Top 10 Most Developed African Countries

Top 10 Most Developed African Countries: A developed country has a developed economy, a stable and efficient administration, a solid infrastructure, a robust educational system, a diverse labor market, substantial health and social services, and a high level of personal liberty. Developing countries are those that fall just short of these goals.


Those who fall far short of the threshold are classified as least developed countries, and they are eligible for certain UN aid programs. The United Nations’ annual Human Development Index is the most widely used and recognized assessment of a country’s development level (HDI). Infrastructure development in Africa is critical for promoting economic growth and improving the living conditions of Africans.

It contributes significantly to human development, poverty reduction, and the attainment of the Sustainable Development Goals (SDGs). Infrastructure investment accounts for more than half of recent advancements in African economic development and has the potential to contribute significantly more to the continent’s most developed countries.

Most Developed African Countries

1. Seychelles: The Seychelles is a 1,500-kilometer-long island nation off the coast of East Africa. Tourism, agribusiness, and fishing are the mainstays of the Seychelles’ economy, with tourism employing the majority of the workers. Despite having Africa’s highest GDP, Seychelles is marginalized and has unequal economic distribution, resulting in poverty for some of its residents.

With a Human Development Index of 0.782, Seychelles is Africa’s most developed country. Out of 188 countries and territories, it is ranked 63rd. After completing 14.1 years of schooling, the average Seychellois will live to be 73.3 years old. The country’s GDP per capita is $23, 886 USD which ranks them the top position of Most developed African Countries.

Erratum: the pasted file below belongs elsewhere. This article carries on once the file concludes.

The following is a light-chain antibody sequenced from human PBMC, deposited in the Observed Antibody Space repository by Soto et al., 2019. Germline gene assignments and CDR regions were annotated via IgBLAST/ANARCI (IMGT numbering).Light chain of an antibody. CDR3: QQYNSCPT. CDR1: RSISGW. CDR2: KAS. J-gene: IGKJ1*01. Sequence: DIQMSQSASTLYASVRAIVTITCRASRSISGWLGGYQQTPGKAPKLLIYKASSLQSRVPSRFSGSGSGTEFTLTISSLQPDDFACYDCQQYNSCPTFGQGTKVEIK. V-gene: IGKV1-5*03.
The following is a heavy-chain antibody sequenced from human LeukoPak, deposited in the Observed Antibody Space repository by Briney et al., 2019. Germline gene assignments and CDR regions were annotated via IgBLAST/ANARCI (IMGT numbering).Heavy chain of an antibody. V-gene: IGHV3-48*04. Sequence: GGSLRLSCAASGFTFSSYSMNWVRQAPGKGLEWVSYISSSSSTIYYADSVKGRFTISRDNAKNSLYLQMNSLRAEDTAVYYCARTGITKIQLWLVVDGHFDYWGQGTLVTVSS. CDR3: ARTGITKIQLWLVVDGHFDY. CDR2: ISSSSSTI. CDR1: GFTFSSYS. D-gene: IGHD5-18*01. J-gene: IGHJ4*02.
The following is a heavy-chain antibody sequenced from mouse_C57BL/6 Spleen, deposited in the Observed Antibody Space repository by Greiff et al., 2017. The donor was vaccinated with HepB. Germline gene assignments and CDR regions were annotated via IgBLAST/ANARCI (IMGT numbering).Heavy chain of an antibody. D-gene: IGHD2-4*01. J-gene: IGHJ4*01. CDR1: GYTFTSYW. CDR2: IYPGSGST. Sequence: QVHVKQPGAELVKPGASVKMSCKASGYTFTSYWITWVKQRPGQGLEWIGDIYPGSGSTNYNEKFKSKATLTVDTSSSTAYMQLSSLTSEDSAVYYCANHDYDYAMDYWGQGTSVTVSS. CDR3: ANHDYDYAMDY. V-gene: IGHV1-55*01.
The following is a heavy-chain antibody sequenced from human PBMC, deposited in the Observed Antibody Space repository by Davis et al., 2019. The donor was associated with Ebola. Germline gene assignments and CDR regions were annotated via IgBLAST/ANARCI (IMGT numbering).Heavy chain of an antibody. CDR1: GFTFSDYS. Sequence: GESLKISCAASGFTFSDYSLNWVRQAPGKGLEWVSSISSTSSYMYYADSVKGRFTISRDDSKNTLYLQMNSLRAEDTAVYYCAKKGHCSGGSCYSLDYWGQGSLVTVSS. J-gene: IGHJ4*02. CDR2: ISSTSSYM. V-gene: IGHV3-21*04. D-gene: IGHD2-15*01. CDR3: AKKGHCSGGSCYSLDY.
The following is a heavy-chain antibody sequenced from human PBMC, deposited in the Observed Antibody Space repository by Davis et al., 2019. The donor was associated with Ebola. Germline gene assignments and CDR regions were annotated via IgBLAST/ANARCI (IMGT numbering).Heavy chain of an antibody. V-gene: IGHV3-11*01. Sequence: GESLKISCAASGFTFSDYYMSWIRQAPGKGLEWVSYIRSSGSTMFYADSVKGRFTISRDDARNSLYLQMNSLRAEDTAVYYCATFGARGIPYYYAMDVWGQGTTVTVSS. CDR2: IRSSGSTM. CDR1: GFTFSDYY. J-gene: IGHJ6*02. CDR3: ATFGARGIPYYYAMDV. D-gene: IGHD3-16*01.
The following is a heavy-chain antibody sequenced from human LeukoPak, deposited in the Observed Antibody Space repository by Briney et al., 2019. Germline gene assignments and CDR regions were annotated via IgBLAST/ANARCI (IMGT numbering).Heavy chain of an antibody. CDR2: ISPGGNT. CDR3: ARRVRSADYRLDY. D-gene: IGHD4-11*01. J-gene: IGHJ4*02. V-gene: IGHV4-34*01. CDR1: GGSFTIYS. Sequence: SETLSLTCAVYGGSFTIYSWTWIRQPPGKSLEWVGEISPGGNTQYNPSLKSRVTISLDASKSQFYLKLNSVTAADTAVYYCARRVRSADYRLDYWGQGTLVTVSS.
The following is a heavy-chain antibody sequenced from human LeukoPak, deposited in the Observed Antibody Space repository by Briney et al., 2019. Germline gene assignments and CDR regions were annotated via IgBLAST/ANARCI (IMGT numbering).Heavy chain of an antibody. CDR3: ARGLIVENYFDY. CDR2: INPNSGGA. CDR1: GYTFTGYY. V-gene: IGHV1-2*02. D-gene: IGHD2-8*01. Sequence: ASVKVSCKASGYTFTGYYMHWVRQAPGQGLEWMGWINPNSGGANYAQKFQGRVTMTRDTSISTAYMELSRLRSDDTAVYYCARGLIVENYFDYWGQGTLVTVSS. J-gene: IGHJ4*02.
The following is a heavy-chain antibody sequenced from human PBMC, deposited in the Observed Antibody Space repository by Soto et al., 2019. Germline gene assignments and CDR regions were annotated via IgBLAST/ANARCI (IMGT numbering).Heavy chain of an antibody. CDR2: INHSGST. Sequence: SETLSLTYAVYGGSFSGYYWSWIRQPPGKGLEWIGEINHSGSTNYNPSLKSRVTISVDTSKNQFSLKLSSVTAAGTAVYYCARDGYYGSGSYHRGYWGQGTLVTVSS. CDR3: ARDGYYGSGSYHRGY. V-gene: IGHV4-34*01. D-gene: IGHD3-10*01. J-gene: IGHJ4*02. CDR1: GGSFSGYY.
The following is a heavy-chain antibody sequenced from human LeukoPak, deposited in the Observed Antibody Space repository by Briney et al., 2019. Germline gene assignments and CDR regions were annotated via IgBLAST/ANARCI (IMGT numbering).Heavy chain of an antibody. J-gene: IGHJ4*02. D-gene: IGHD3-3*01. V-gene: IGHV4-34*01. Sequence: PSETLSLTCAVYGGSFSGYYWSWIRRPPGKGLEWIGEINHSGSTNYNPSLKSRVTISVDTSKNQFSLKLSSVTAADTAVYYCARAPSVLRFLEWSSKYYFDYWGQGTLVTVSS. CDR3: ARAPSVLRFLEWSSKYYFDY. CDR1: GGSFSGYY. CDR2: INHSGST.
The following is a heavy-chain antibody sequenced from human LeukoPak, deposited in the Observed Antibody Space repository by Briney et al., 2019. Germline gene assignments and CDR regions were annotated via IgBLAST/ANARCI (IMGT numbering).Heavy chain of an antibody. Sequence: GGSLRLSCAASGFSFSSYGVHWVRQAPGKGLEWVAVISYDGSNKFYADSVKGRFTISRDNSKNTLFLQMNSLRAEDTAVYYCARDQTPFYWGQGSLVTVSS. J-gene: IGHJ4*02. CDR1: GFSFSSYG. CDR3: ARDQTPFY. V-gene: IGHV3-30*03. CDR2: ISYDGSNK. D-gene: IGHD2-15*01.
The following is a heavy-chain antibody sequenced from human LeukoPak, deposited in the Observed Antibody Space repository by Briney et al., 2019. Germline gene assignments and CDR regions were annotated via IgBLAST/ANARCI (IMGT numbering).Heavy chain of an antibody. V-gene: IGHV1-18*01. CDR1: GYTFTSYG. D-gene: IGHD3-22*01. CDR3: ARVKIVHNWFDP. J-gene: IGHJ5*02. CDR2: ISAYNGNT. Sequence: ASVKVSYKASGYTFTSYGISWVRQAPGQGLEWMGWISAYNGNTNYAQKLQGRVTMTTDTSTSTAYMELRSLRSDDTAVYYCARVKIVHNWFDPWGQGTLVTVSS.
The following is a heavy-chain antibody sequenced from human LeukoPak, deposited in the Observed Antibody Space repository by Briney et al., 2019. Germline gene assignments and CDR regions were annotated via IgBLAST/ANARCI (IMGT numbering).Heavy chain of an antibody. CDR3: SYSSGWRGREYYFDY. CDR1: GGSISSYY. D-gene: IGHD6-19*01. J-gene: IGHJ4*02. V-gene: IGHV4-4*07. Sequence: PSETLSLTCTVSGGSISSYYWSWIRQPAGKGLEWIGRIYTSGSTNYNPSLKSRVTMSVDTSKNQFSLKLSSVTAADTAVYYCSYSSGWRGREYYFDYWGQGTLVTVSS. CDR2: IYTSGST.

2. Mauritius: Mauritius is an Indian Ocean island republic about 2,000 kilometers (1,200 kilometers) east of Madagascar, off Africa’s southeast coast. Mauritius, Rodrigues, and Réunion are part of the Mascarene Islands (a French overseas department). The capital and largest city of Mauritius, Port Louis, is home to the majority of the country’s inhabitants.

Since its independence from Britain in 1968, Mauritius has developed from a low-income, agriculture-based economy to a high-income, diversified economy based on tourism, textiles, sugar, and financial services. Since independence, Mauritius’ economic history has been termed “the Mauritian Miracle” and “Africa’s Success.” In recent years, industries like as information and communication technology, fisheries, hotel and property development, healthcare, renewable energy, and education and training have increased in prominence, attracting major investment from both domestic and international firms.

In terms of economic competitiveness, a pleasant investment climate, competent government, and a free economy, Mauritius ranks highly. In 2018, the country’s Gross Domestic Product (PPP) was predicted to reach US$29.187 billion, with a GDP (PPP) per capita of US$22,909, placing it second in Africa.

3. Algeria: Algeria, Africa’s largest country, has borders with Tunisia and is also located in the north. Algeria’s economy is likewise fueled by oil, although the country is working to diversify its economy in order to reduce youth unemployment. The Human Development Index for Algeria is 0.745.